• Love heals. Death and recurrence do not equate to failure. Thanks to Dr. Rob Rutledge.
  • I won’t rule survivor advocacy out of my distant future. Thanks to Ryan Clarke.
  • It’s about time I explored Venus Envy. Thanks to Dr. Sally Kydd.
  • I can do my own lymphatic massage. Thanks to Anna Kennedy and Pamela Hammond.
  • Even a sexy, hilarious, intelligent, compassionate, super down-to-earth rock star feels stupid and isolated when she gets hit by breast cancer. Thanks to Bif Naked.
  • Sleep’s much more important than supplements and therapies. Thanks to Christine Maria Gross.
  • Your honesty reflects your intelligence. Thanks to Carol Anne Cole.

Massive thank yous to 340 strong young women from coast to coast to coast and to the inspiring survivors who put the conference together and shared their wisdom. And thank you to the Canadian Breast Cancer Foundation for the scholarship that made this enriching experience mine.

I can’t wait for next year!

Don’t take my word for it….Conference talk around the web:

Relief

A good portion of the last three weeks I’ve spent fending off terror. Battling my brain away from fabricated scenes of brutally big, bad news.

Thanks to two marble-sized lymph nodes and a slew of spin-off concerns.

This morning was my three-month oncology appointment. My oncologist poked in all the scary places and pronounced All is well.

What relief.

Rising from the imaginary-dead every couple of months sure makes it easy to keep appreciating my beautiful, beautiful life.

Now to start trusting my body again. It’s got me this far, and done a fine job of it. It’ll fare even better when my worry-war is won.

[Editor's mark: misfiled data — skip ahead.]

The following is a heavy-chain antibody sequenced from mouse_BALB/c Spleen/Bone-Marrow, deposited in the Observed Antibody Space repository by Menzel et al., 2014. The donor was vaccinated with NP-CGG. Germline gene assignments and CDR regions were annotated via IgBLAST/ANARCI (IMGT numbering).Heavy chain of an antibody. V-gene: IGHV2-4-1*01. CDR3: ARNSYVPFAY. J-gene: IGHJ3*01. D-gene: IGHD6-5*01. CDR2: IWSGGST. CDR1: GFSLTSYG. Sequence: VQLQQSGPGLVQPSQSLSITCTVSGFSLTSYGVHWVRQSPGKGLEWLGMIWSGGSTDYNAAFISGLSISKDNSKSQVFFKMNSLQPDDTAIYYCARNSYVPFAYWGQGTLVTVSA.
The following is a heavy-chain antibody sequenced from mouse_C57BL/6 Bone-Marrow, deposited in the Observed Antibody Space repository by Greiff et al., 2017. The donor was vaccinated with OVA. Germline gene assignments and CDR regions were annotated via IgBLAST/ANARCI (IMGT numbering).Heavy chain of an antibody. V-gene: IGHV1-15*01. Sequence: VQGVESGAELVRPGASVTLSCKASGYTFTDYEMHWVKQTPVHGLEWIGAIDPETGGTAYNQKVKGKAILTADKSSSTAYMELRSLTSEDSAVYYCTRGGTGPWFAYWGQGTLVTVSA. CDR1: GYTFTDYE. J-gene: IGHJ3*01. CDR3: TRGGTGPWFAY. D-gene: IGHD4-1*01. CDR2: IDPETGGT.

Thank you, thank you, thank you.
It’s a beautiful life.

Picking A Productive Perspective

When your happiness depends on what somebody else does or does not do, you’re trapped, because you cannot control what they think or what they do.

You will discover a true liberation, a freedom beyond your wildest drams, when you discover that your joy does not depend on anyone else. Your joy only depends on what you choose to give your attention to.

Sarah, Book 1, Esther and Jerry Hicks, 1995. Hay House Inc.

All is well

I’m just back from my first post-treatment mammogram and ultrasound.

And all is well. Woooohooooo!!

I learned a lot today:

  • That I have two staples in my right breast (!).
  • That my enlarged right breast may be a delayed reaction of radiation (?).
  • That the constant snapping of photos during the ultrasound is not necessarily a bad sign.
  • That no matter how unbelievably terrified I am during the tests, all the terror can be wiped away in an instant by a happy, happy result.

Happy, happy day!

Thank you to everyone whose good wishes got me through this week and to this happy, happy result.

Woooooohooooooo!!!

TMI

This time last year, my right breast was huge.

I didn’t think much of it, as the imbalance first occurred during my five years of constant breast-feeding (including 8 months of breastfeeding both of our little ones).

As this CT scan image makes obvious, my right breast became the smaller of the two following my surgeries last fall.

I was told that radiation would make it even smaller — and I’m pretty sure it did.

In the past few of weeks, though, that right breast has ballooned right up to its pre-surgery size. Despite my chemo-induced menopause and my estrogen-gobbling tamoxifen.

And I’m scared. Scared enough to have cancer-dreams (of which I’d had almost none). Scared enough to bump my mammogram and ultrasound up to Tuesday and beg my oncologist for speedy viewing and reporting of my results.

Tuesday, September 7, will be Luba’s first day back to school and I’m certainly hoping to enjoy these last few free-range days.

Still, Tuesday (and the day I get my happy, happy results!) can’t get here fast enough.

Order Some Joy

“What do you want?” Sarah asks me.

What do I want?

I want more. I want to crash out of this invisible armor I’m trapped in – to tear away the shackles and freefall, delirious and wild. I want to plummet naked into a velvet ocean at midnight and roll in the ecstasy of the waves. I want to peel back my layers and hold my raw wounds up to the sun for healing.